I made it through the morning without having a nervous breakdown. Score. I made it through lunch without barfing OR spilling all over my brand new beautiful white dress shirt. Double score. I made it all the way to the conference room that I was scheduled to talk in without breaking my ankle in my high-heels (this probably would’ve happened from getting caught up in the aforementioned suit pants that are almost short enough) or inadvertently destroying/losing the USB stick with my presentation on it (this probably would’ve happened with the help of a toilet or an increasingly flooded street gutter). Excellent.
Luckily my talk was in the middle of the session. This means that I had to worry much less about barfing my lunch up during my talk at the very beginning, and I also don’t have to sit like a studious parochial school girl for almost 2 hours waiting for my talk at the very end (believe it or not, I don’t do this very well). Good.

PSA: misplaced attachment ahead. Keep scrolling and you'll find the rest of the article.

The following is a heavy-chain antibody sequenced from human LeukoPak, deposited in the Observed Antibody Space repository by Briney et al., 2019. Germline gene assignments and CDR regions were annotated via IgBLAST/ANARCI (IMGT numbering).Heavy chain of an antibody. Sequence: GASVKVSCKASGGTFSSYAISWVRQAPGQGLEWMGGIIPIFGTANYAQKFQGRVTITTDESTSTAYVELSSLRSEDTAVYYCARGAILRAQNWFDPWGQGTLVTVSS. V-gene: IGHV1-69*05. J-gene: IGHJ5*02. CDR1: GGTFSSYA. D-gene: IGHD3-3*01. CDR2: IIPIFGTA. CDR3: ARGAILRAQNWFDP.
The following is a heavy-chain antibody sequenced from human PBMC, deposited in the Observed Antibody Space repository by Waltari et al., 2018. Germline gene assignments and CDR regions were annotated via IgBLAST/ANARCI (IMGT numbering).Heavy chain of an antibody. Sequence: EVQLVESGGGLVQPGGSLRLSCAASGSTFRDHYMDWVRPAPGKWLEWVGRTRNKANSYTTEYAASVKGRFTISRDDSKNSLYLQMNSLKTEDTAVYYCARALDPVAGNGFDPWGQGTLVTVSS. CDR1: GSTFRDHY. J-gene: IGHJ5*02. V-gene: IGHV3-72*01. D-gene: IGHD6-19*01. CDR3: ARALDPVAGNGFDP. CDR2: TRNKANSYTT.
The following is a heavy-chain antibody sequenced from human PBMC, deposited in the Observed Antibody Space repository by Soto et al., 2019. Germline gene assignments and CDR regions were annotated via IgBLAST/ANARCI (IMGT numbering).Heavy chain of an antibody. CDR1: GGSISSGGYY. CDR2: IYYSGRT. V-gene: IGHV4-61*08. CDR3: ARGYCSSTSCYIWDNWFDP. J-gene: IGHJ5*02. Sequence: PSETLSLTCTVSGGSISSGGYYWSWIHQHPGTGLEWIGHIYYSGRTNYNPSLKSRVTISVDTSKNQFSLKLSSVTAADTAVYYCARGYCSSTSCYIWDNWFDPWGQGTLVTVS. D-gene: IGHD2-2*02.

A few speakers into the session my friends started trickling in. My friends from grad school at MN as well as my friends from elsewhere (elsewhere = in a bar, over too many cocktails, and in some city (that neither of us really remember) before/during/after a meeting). That was when I started to get excited. One sure-fire way to pick out a nerd in a crowd is to find the person who actually enjoys blabbering about what they do all day…every day…for years on end…over and over and over…to a captive audience that (largely due to peer pressure) is too self-conscious to get up and walk out. I also saw some of my perspective faculty arriving and taking their seats. Sweet!